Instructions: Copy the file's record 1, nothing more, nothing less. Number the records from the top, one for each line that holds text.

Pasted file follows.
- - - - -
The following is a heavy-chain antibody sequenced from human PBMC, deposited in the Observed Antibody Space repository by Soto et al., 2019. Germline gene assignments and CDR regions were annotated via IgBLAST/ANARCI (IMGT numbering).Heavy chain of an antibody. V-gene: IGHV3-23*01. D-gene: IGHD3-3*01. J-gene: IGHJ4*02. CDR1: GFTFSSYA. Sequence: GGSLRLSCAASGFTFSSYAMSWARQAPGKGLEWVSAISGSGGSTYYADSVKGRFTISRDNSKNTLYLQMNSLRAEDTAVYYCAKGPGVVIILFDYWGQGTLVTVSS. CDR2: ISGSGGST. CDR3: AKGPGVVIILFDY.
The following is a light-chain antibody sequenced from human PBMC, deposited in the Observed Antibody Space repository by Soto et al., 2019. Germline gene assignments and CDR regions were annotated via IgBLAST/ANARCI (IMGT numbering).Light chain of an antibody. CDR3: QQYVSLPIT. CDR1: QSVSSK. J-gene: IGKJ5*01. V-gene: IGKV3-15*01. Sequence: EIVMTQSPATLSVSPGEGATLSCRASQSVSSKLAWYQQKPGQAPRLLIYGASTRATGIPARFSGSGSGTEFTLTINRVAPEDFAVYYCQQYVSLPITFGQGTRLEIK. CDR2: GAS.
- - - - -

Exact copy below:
The following is a heavy-chain antibody sequenced from human PBMC, deposited in the Observed Antibody Space repository by Soto et al., 2019. Germline gene assignments and CDR regions were annotated via IgBLAST/ANARCI (IMGT numbering).Heavy chain of an antibody. V-gene: IGHV3-23*01. D-gene: IGHD3-3*01. J-gene: IGHJ4*02. CDR1: GFTFSSYA. Sequence: GGSLRLSCAASGFTFSSYAMSWARQAPGKGLEWVSAISGSGGSTYYADSVKGRFTISRDNSKNTLYLQMNSLRAEDTAVYYCAKGPGVVIILFDYWGQGTLVTVSS. CDR2: ISGSGGST. CDR3: AKGPGVVIILFDY.